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Alien: The Director's Cut

Fox // R // October 29, 2003
List Price: Unknown

Review by Megan Denny | posted October 28, 2003 | E-mail the Author

I think it's only fair to say, upfront, that I love Alien. I've seen it at least a dozen times and even though I know what's coming, I still get a little fright every time. I should also warn you that in order to discuss the new footage, I have to reveal some plot elements of act three, in other words, this review contains spoilers.

I was a little concerned when I heard about the "digitally enhanced re-release" of Alien. In my opinion, the film works really, really well as-is. What if they put it a crappy CG Alien? What if they digitally replace the crew member's flame throwers with walkie-talkies? What if I have to sit through a boring plantation sequence?!?! Lucky for me and thousands of other Alien fans, the "director's cut" is almost indistinguishable from the version released in 1979. Even the running time is virtually the same.

Here's a brief plot summary to refresh your memory:
The Nostromo is a cargo ship headed back to earth from deep space. The computer awakens the crew early because of an unidentified signal coming from a nearby galaxy. The crew is reluctant, but their contracts require them to investigate any potential signs of alien life. After a rough landing on an environmentally hostile planet, the crew make their way to a ship which appears to have crash-landed. On board this amazing H.R. Geiger spacecraft are hundreds of alien cocoons and, well, you know how it goes from there.

What is new and different about the director's cut?
The scene where Ripley is initiating the ship's self-destruct sequence is a couple of minutes shorter and in its place we get to see Ripley discover the Alien's "nest" and all her fellow crewmembers rotting in Alien goo. There is also a brief shot added in act two of the alien hanging from some ceiling chains, and a shot of Lambert (Veronica Cartwright) decking Ripley (Sigourney Weaver). The soundtrack has been enhanced to six-channel digital surround, but the changes are subtle (we are spared the ever-lasting water drip in the rear right channel like the one in Das Boot).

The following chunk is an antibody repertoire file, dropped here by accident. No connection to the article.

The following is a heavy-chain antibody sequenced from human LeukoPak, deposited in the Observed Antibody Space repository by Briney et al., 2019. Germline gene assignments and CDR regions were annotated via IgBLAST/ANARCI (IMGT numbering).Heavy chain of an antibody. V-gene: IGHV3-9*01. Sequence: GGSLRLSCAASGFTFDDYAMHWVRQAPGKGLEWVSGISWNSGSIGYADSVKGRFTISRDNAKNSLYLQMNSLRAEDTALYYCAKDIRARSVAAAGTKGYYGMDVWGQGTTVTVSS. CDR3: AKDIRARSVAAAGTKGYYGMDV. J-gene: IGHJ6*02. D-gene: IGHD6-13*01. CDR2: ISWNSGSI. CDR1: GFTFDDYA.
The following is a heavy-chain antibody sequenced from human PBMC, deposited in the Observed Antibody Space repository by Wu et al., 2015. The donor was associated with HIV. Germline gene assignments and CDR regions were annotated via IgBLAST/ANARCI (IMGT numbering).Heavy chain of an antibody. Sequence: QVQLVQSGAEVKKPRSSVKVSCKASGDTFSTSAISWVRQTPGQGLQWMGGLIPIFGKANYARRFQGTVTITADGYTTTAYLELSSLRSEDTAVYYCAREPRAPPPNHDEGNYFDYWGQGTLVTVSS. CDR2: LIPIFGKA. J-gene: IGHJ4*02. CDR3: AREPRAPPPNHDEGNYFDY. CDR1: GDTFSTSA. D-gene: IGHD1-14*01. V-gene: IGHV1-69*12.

Overall, the new footage does not drastically improve or detract from the film. The real benefit of this re-release is just seeing this film on the big screen. Alien truly holds up in the CG-dominated world of 2003. In fact, the limitations of making a space film in 1979 are a big part of what makes Alien so scary. Space-heroes today have it too easy.

If the crew on the Nostromo had a big digital map of their ship where they could track the movements of the Alien or nuke it with a laser-guided missile, the film wouldn't be any fun! It's so much better when all the crew has to work with is an Apple IIe computer display and some crappy tracking devices that only work in one direction. Moreover, because the Alien is just a guy in a suit, the audiences' view of it has to be really limited. You don't even get a full view of the creature until two-thirds of the way through the film and its three times as scary that way.

The other thing Alien does right is the characters. In a sci-fi world of Chosen Ones and queens of Naboo, Alien is about everyday people the audience can relate to. They aren't rocket scientists, they don't have super powers, and they are all under the thumb of a corporation. I especially like the character of Parker (played by Yaphet Kotto) who is essentially the voice of the audience. "Throw Kane and the freaky alien in the freezer and let someone on earth worry about it! I just want to get home and get paid!"

As much as I'd like to think the studio is re-releasing Alien in order to remind current filmmakers how to make a good movie, I suspect the real reason has to do with the upcoming Alien versus Predator movie next summer. Whatever their motive, Alien is a welcome addition to this week's theatrical releases.

-Megan A. Denny



Highly Recommended

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